Onto today’s episode!
These three words have their roots in Latin, have traveled through Late Middle English and French. The 2nd and 3rd are more closely related of the three words, they have a common Latin root meaning spade or shovel. Yes, we know, sometimes the route a word travels from one meaning to another is obscure.
Palate is a noun and has two primary meanings in Modern English. First is medical, it means the roof of the mouth that separates the oral cavity from the nasal cavities. Second is an appreciation of differing taste and flavors, usually in a sophisticated and discriminating fashion. Connoisseurs and Foodies sometimes use these words in their descriptions. It is easy to see how these two related definitions came to be, since they have to do with taste and smell.
Palette is a noun that finds use in the fine arts. It refers to a thin board or slab of hard material a painter uses to hold and mix small amounts of colors while painting.
During his open-studio, the artist walks up to a person admiring a particular painting and says, “If you like these colors you can take them home for free because you sat on my palette.”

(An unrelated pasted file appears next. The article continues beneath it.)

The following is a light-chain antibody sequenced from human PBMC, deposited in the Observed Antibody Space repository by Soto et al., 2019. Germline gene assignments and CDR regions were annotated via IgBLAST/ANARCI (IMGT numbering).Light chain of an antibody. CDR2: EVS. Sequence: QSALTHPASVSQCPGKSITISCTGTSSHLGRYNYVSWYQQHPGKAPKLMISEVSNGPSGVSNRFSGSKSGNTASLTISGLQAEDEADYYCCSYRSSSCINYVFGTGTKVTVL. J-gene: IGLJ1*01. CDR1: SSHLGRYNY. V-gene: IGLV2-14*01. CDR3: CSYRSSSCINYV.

This term can also include the range and variety of sounds in a musical composition.
Pallet is another noun that first means a crude bed covered with straw or a mattress made of straw. This is not quite modern for most of us, because it seems to predate the inner spring mattress. Secondly, the definition that many of us might be more familiar with is a portable platform for storing and moving goods with the aid of a forklift or pallet jack.
Three words with identical sound and very different meanings. By choosing the wrong word for your context your reader is quite likely to stumble in their reading and maybe even close the book. Do not let that happen, do all in your power to ensure your millions of readers a smooth ride to the end.
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